that is the question
It's true that strands seem to lie flatter if stripped and then combined for
most stitches especially if one is careful when laying down the stitch ;-) Is
there any advantage or reason to strip floss if one is going to do colonial or
french knots or bullions?
No. In fact, leaving those strands wound about each other, makes for a
bulkier "single" strand, which is what you may want. I never strip when
doing knots or bullions. However, I must admit that I try to use
bulkier thread rather than multiples of floss. But if that's not handy
or do-able, I don't strip cause I want the "bulk".
This is an interesting question to me, especially where good old-fashioned
floss is concerned. For some reason, the few times that I HAVE chosen to
strip the floss before threading it, I have had major coverage issues.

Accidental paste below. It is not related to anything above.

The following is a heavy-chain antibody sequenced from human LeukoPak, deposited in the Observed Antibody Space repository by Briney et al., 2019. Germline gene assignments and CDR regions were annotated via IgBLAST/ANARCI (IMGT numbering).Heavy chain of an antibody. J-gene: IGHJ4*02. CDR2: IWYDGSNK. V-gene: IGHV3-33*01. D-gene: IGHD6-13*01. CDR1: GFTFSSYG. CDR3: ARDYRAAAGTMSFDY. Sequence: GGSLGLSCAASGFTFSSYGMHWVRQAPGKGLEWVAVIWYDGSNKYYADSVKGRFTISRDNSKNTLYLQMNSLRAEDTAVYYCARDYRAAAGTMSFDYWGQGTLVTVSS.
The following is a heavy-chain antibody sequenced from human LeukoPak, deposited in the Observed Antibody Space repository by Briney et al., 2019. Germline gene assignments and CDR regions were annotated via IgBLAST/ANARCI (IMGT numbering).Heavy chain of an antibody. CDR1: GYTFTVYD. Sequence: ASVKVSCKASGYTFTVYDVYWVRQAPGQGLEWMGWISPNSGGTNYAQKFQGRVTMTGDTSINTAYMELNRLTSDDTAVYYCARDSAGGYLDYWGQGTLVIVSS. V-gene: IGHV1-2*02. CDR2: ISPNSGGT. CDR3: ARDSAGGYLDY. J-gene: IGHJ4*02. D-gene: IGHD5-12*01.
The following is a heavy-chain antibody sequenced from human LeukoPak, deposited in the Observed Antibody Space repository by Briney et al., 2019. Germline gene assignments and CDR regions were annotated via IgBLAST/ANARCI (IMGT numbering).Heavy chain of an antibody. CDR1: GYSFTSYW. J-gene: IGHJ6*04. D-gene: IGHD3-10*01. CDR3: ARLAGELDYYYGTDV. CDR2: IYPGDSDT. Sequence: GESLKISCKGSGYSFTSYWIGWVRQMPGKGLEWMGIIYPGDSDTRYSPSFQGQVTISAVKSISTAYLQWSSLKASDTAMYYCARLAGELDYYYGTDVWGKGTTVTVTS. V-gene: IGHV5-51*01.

This was for a very long term petite-point project that may get finished
in my lifetime... it is on congress cloth. When I DON'T strip it, the
coverage is just fine.
I haven't tried this for knots of any kind, it seems to me that the
results may not be quite what we intend if we try this. I look forward to
see what other's experience has been.
Dianne Lewandowski said
The chunkier a knot is the better I like it ;-) An ongoing project is trying to
get my bullions more even, although most of the time I think the
'imperfections' add a lot of character to the design.
If you go to my forum you will find a conversation going on bullions,
with different people's perspectives based on how they were taught by
I have really come to the conclusion there is no "one way", nor "one
look". I know that for Brazilian embroidery there are certain
constraints. For instance, a certain type of rose made a special way.
However, if more free form work, with or without using rayon threads, I
agree that I enjoy the results of "less than perfection". :-) Indeed
when first introduced to bullions it was from a fiber artist whose
bullions were definitely not perfect (fat centers, skinny ends, no two
looked the same).